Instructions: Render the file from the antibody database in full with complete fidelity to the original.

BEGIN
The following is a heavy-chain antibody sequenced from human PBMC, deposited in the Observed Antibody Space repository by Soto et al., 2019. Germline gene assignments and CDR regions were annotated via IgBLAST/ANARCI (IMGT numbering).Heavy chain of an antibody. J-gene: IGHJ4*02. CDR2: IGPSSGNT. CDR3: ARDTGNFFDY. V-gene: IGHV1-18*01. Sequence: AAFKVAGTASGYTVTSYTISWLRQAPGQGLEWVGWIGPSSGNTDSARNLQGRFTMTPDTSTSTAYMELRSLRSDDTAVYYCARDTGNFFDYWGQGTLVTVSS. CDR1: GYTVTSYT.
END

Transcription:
The following is a heavy-chain antibody sequenced from human PBMC, deposited in the Observed Antibody Space repository by Soto et al., 2019. Germline gene assignments and CDR regions were annotated via IgBLAST/ANARCI (IMGT numbering).Heavy chain of an antibody. J-gene: IGHJ4*02. CDR2: IGPSSGNT. CDR3: ARDTGNFFDY. V-gene: IGHV1-18*01. Sequence: AAFKVAGTASGYTVTSYTISWLRQAPGQGLEWVGWIGPSSGNTDSARNLQGRFTMTPDTSTSTAYMELRSLRSDDTAVYYCARDTGNFFDYWGQGTLVTVSS. CDR1: GYTVTSYT.